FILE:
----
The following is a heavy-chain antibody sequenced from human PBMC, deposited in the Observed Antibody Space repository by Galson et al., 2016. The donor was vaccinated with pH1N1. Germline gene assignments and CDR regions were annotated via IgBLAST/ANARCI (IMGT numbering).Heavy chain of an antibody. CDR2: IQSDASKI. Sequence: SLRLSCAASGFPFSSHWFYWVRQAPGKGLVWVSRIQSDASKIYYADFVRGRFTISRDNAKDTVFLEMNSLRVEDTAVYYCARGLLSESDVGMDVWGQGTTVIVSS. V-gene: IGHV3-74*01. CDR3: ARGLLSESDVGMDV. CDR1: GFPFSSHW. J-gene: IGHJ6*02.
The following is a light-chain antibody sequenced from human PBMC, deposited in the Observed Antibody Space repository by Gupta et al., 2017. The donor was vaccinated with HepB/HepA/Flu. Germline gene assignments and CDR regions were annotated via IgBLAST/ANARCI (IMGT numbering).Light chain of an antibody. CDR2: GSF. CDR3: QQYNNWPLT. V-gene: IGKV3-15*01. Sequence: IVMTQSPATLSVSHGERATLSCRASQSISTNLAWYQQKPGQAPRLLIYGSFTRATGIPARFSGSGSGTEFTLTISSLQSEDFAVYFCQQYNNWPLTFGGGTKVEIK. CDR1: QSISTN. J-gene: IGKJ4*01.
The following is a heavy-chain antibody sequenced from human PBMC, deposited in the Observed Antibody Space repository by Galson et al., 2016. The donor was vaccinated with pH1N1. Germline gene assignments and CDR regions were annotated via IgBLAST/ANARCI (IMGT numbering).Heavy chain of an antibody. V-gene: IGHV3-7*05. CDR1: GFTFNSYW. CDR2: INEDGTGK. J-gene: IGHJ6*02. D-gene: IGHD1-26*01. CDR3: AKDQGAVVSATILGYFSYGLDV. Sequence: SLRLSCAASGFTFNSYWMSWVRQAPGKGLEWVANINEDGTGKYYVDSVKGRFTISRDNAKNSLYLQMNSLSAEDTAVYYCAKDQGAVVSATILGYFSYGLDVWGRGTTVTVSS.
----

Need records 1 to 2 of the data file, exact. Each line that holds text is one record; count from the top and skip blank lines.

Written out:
The following is a heavy-chain antibody sequenced from human PBMC, deposited in the Observed Antibody Space repository by Galson et al., 2016. The donor was vaccinated with pH1N1. Germline gene assignments and CDR regions were annotated via IgBLAST/ANARCI (IMGT numbering).Heavy chain of an antibody. CDR2: IQSDASKI. Sequence: SLRLSCAASGFPFSSHWFYWVRQAPGKGLVWVSRIQSDASKIYYADFVRGRFTISRDNAKDTVFLEMNSLRVEDTAVYYCARGLLSESDVGMDVWGQGTTVIVSS. V-gene: IGHV3-74*01. CDR3: ARGLLSESDVGMDV. CDR1: GFPFSSHW. J-gene: IGHJ6*02.
The following is a light-chain antibody sequenced from human PBMC, deposited in the Observed Antibody Space repository by Gupta et al., 2017. The donor was vaccinated with HepB/HepA/Flu. Germline gene assignments and CDR regions were annotated via IgBLAST/ANARCI (IMGT numbering).Light chain of an antibody. CDR2: GSF. CDR3: QQYNNWPLT. V-gene: IGKV3-15*01. Sequence: IVMTQSPATLSVSHGERATLSCRASQSISTNLAWYQQKPGQAPRLLIYGSFTRATGIPARFSGSGSGTEFTLTISSLQSEDFAVYFCQQYNNWPLTFGGGTKVEIK. CDR1: QSISTN. J-gene: IGKJ4*01.